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85KW Battery Pack discharge capability - Technical musings...

85KW Battery Pack discharge capability - Technical musings...

I'm very curious how TM can have the twin motor Model X Performance version, produce 50% more torque. It was discussed here before that the MS P85 is basically maxed out on the discharge rate of the battery pack. Meaning, with the larger inverter, the limiting factor to power and torque is not the drive-train, but the battery pack capacity and discharge. Now, comes the MX with twin motors, and the Performance version is claimed to produce 50% more torque. This to me mean either bigger pack, or Tesla found a way to get more juice out of the existing pack, but either way something could be very much different in the pack design.
Can '50% more torque' mean 600+ lbs-ft directed to the wheels under WOT?
This opens another huge possibility. A twin motor MS super performance version, with higher gear ratio in the two differential units will give both higher top end speed, and faster acceleration.

logicalthinker | January 27, 2014

I think a lot of us will be thrilled if there turns out to be a bigger pack. But I'm not getting my hopes up.

Dramsey | January 27, 2014

It could be that they're using the same physical (size) battery pack, but that it's wired differently; perhaps as two semi-independent 42kWh packs.

Just guessing here, of course. I have no idea at all how the current pack is wired.

Chuck Lusin | January 27, 2014

@Dramsey sure it's not two 40kWh packs :)

AoneOne | January 27, 2014

Based on my very limited knowledge of motors, I'd guess that the low-speed torque is limited by the current available from the inverters, not the power available from the batteries. A separate inverter for the front motor would provide extra torque at low speeds and could be limited to avoid overloading the battery at higher speed.

jdesmo | January 27, 2014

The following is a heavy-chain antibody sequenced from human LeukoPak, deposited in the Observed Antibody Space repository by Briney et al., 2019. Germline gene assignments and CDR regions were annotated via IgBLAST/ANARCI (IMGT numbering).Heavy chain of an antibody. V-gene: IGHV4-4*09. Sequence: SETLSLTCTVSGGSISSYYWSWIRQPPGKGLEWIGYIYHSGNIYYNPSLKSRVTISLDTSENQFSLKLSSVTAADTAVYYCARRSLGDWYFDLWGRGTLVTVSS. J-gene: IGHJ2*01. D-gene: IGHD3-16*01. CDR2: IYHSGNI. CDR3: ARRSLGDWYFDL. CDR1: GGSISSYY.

It's kind of the opposite. Considering existing 85KW pack and drive train, i.e not increasing electric power supply in the X: In the P85, the inverter is large enough so that the motor achievable output is only limited by the capacity and discharge rate of the pack, and internal impedance. At zero rpm and low speed, the P85 motor can produce it's max torque up to about 5000 rpm. Torque is a direct function of the current draw into the electric motor. At higher speed, the motor (any electric motor) starts to produce back emf, which cuts down on the current draw and thus torque output. So by definition, the battery pack supplies less and less current as the speed builds up. The Battery pack can only give what it can give, no matter how many motors and inverters are connected. At low /zero speed, the current draw can be shared and produced torque can be split to any varying degree between the two motors, but total combined can not exceed the max. that would be available from the rear motor of the P85, since we know it already can absorb by itself all available discharge from the pack in the S Performance model. This makes the X behave similar to ICE AWD from stop and in low speeds. It's at higher speed, when the draw from the motor(s) is reduced due to the back emf, that more juice is available to the second motor from the pack, and total torque to the wheels can be increased. But having more torque to the wheels at high speed is not very practical or useful.